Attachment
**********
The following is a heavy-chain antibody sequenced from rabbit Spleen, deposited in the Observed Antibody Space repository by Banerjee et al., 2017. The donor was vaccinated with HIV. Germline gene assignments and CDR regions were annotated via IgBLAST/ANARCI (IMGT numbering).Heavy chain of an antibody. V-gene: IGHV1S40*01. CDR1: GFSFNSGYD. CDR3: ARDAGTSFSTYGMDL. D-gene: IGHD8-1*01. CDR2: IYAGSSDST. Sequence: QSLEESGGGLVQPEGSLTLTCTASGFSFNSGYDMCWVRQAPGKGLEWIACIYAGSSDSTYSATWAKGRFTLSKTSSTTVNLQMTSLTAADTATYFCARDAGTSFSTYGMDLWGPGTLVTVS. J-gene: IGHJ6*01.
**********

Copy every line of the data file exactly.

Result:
The following is a heavy-chain antibody sequenced from rabbit Spleen, deposited in the Observed Antibody Space repository by Banerjee et al., 2017. The donor was vaccinated with HIV. Germline gene assignments and CDR regions were annotated via IgBLAST/ANARCI (IMGT numbering).Heavy chain of an antibody. V-gene: IGHV1S40*01. CDR1: GFSFNSGYD. CDR3: ARDAGTSFSTYGMDL. D-gene: IGHD8-1*01. CDR2: IYAGSSDST. Sequence: QSLEESGGGLVQPEGSLTLTCTASGFSFNSGYDMCWVRQAPGKGLEWIACIYAGSSDSTYSATWAKGRFTLSKTSSTTVNLQMTSLTAADTATYFCARDAGTSFSTYGMDLWGPGTLVTVS. J-gene: IGHJ6*01.